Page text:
What are all the possible products of a reaction where uranium 235 undergoes nuclear fission?

1 Answer
Jan 9, 2015

Nuclear fission is a process by which a large nucleus is split into two smaller nuclei, or fission fragments; nuclear fission takes place after the nucleus absorbs a neutron that usually is a product of another atom's radioactive decay.

The newly-formed fission fragments have highly unstable neutron to proton ratios, which makes them extremely radioactive.

In the case of Uranium-235, nuclear fission creates a wide variety of fission fragments, such as

#""_92^235"U" + _0^1"n" -> _56^141"Ba" + _36^92"Kr" + 3_0^1"n"#

#""_92^235"U" + _0^1"n" -> _54^140"Xe" + _38^94"Sr" + 2_0^1"n"#

#""_92^235"U" + _0^1"n" -> _57^143"La" + _35^90"Br" + 3_0^1"n"#

#""_92^235"U" + _0^1"n" -> _55^137"Cs" + _37^96"Rb" + 3_0^1"n"#

#""_92^235"U" + _0^1"n" -> _53^131"I" + _39^89"Y" + 16_0^1"n"#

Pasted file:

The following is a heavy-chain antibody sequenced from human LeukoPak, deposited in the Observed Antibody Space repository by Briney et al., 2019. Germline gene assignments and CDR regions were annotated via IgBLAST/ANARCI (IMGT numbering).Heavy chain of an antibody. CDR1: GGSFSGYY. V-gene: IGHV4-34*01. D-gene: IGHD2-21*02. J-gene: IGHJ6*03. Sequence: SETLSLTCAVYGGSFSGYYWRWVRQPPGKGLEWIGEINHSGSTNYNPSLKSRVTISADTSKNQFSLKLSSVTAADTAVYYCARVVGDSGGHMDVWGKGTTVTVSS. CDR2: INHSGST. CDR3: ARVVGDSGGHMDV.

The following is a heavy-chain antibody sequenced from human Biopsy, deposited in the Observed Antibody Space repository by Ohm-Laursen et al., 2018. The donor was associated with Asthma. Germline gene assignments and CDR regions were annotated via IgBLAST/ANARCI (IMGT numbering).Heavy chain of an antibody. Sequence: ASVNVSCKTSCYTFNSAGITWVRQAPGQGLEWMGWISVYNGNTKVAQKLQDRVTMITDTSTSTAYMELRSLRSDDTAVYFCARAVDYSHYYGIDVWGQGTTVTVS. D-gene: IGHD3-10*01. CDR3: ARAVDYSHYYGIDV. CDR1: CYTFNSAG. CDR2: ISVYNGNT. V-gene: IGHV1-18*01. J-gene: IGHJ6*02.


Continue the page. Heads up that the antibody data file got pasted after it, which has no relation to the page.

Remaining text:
Notice that all these nuclear reactions release additional neutrons, which can then go on and hit other nuclei and cause a chain reaction.


As an interesting fact, Italian physicist Enrico Fermi was the first to achieve nuclear fission in a laboratory. He bombarded uranium with slow neutrons and obtained what he incorrectly identified as radium.

It was actually German radiochemist Otto Hahn that addressed Fermi's error and correctly identified the produced element as barium. It is now known that the initial step in a nuclear fission chain reaction is the formation of an unstable uranium isotope which then fissions in a wide variety of ways.